A Father and son alumni create curb inlet filters
Fifteen months ago, a father and son duo had an idea and ran with it.
Emilio Lopez, 29, and Eddie Lopez, 66— two MDC alumni— collaborated to create curb inlet filters, a device placed on the curb to filter debris from entering the sewer system.
The filters have been installed at six locations in Miami-Dade and Broward Counties.
Emilio, who earned his associate in arts degree from MDC in 2005, worked closely with his father Eddie, who earned his associate in arts degree from MDC in 1986, to put his father’s idea into action.
“He saw a need for [curb inlet] filters because of the flooding that occurs on the streets due to pollution getting inside the storm drains,” Emilio said.
They created the filter with the intentions of reducing pollution from entering storm drains and waterways, lowering street cleaning costs, and creating an environment with less flooding.
“The filter has so many side benefits, when we started doing the cost-benefit analysis we saw that it saves money because the city needs a truck to vacuum inside the sewers, the process of doing that costs more than sweeping the street,” Emilio said. “It was so practical that it was almost a no-brainer.”
Since March 2010 two filters are in place on 1825 SW 22 St. and 1790 SW 22 St.
In February 2010 the filters were added in the City of Hallandale Beach near the intersection of NE 12 Avenue and 4th Street.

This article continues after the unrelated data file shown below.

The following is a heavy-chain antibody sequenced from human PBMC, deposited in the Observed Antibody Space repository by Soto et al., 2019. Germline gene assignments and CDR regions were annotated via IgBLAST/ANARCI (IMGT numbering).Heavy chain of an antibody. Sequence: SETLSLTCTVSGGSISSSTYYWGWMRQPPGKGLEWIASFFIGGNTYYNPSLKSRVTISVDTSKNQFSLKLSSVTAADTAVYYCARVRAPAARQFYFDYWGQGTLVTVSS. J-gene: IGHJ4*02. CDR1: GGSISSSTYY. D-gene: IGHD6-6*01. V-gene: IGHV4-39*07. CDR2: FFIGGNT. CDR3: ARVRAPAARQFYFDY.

Than in January of 2011 the City of Virginia Gardens added two filters at 5720 NW 37 St. and 5731 NW 37 St.
Six months ago the Lopez’s first long filter was placed on the Northbound lane side of US1, between SW 17 and 19 Avenue.
They expect more to be installed.
“This is a need they have worldwide,” Eddie said. “Right now it’s a matter of having exposure because it is new technology.”
The filters were designed with upward angle openings causing water to flow around the trash that is now restricted to enter.
Emilio and Eddie sought help from a MDC Kendall Campus engineering class in the fall semester of 2010. The students in that class built a model of the curb inlet filter.
“The students came up with design, it had to be light and strong and that the filter could be replaced quickly,” said professor Ian Davis, whose students participated in the project. “I was amazed at the results because of the way the water flows and the leaves and the debris do not block the filter.”
A patent for the curb inlet filter was approved in May 2011 and it is expected to be issued on Sept. 13.
“If it works in Miami it’s going to work in a lot of other places, this is something that could have international application,” Davis said.
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